In NCLB-style accountability systems, test scores are often sorted into performance categories such as below basic, basic, proficient and advanced. Most commonly, results for a given school or district are summarized in terms of the proportion of students who score above the threshold for “proficient” (i.e,. proficiency rates). It is rather common for these rates to be portrayed as “test scores,” when they are in reality one big step removed from the scores upon which they’re based.

Presenting rates instead of scores can be useful because it provides a standard for which to aim, and also because most people cannot interpret raw test scores. This conversion, however, also introduces entails a great deal of data loss and potential distortion, and it is important to bear that in mind when interpreting the rates, whether in any given year or over time. 

Selected posts

School rating systems

Since and before the passage of NCLB, but particularly in recent years, numerous states and districts have implemented their own school rating systems. All of these systems rely predominantly on standardized testing data, but they vary considerably in their design. We’ve published analyses of several of these systems, with an emphasis on how the ratings and their components can be interpreted usefully.

Original analyses of state and district rating systems

We have also published numerous discussions of key concepts and components of these systems and test-based accountability in general.

Selected posts

Further reading

  • Booher-Jennings, J. 2005. Below the bubble: “Educational triage” and the Texas accountability system. American Educational Research Journal, 42(2), 231–268.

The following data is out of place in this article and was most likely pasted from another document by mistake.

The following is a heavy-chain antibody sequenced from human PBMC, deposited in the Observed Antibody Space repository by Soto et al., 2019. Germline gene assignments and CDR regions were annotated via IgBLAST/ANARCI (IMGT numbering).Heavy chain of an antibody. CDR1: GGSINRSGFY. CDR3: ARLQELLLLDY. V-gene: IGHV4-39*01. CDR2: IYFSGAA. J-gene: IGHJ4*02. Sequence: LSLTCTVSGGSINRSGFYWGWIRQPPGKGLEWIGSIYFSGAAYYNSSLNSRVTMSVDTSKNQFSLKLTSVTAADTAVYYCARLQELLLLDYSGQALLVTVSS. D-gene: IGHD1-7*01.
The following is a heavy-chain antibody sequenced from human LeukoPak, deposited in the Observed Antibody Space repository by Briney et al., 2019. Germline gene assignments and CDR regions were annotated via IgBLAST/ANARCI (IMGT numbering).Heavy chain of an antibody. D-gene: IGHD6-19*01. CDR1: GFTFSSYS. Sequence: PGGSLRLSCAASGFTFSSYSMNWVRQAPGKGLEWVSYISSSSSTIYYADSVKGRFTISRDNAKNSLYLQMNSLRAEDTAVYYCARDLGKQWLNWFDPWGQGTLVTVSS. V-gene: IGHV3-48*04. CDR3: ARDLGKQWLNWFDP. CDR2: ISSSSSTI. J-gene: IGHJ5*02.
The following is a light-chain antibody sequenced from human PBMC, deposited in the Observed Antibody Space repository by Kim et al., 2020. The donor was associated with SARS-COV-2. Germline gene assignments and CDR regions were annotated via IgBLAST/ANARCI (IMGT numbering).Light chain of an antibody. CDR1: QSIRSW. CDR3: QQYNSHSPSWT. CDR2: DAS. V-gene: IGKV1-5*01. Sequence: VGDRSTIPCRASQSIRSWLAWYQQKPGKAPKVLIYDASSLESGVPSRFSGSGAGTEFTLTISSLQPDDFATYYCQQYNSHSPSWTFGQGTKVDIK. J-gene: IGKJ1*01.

• Carnoy, M., and Loeb, S. 2002. Does external accountability affect student outcomes? A cross state analysis. Educational Evaluation and Policy Analysis, 24(4), 305–331.
  • Chiang, H. 2002. How accountability pressure on failing schools affects student achievement. Journal of Public Economics 93(9-10), 1045-1057.
  • Chingos, M. M. 2012. Strength in numbers: State spending on K-12 assessment systems. Washington, DC: Brown Center on Education Policy, Brookings Institution.
  • Davidson, E., Reback, R., Rockoff, J. E., and Schwartz, H. L. 2013. Fifty ways to leave a child behind: Idiosyncrasies and discrepancies in states’ implementation of NCLB (NBER Working Paper No. 18988). Cambridge, MA: National Bureau of Economic Research.
  • Dee, T. S., and Jacob, B. 2011. The Impact of No Child Left Behind on Student Achievement. Journal of Policy Analysis and Management 30(3), 418-446.
  • Dee, T. S., Jacob, B., and Schwartz, N. L. 2013. The Effects of NCLB on School Resources and Practices. Educational Evaluation and Policy Analysis 35(2), 252-279.
  • Ehlert, M., Koedel, C., Parsons, E., and Podgursky, M. 2012. Selecting Growth Measures for School and Teacher Evaluations. CALDER Working Paper 80. Washington, D.C.: National Center for Analysis of Longitudinal Data in Education Research.
  • Figlio, D. N. and H. F. Ladd. 2008. School accountability and student achievement. In: Helen F. Ladd and Edward B. Fiske (eds.) Handbook of Research in Education Finance and Policy. Routledge Press.
  • Figlio, D., and Rouse, C. 2006. Do Accountability and Voucher Threats Improve Low Performing Schools? Journal of Public Economics 90, 239-255.
  • Glazerman, S. M., and Potamites, L. 2011. False Performance Gains: A Critique of Successive Cohort Indicators. Washington, D.C.: Mathematica Policy Research.
  • Goldhaber, D., Gabele, B. and Walch, J. 2012. Does the Model Matter? Exploring the Relationship Between Different Achievement-based Teacher Assessments. CEDR Working Paper 2012-6. Seattle, WA: University of Washington.
  • Harris, D. N. 2011. Value-Added Measures in Education: What Every Educator Needs to Know. Cambridge, MA: Harvard Education Press.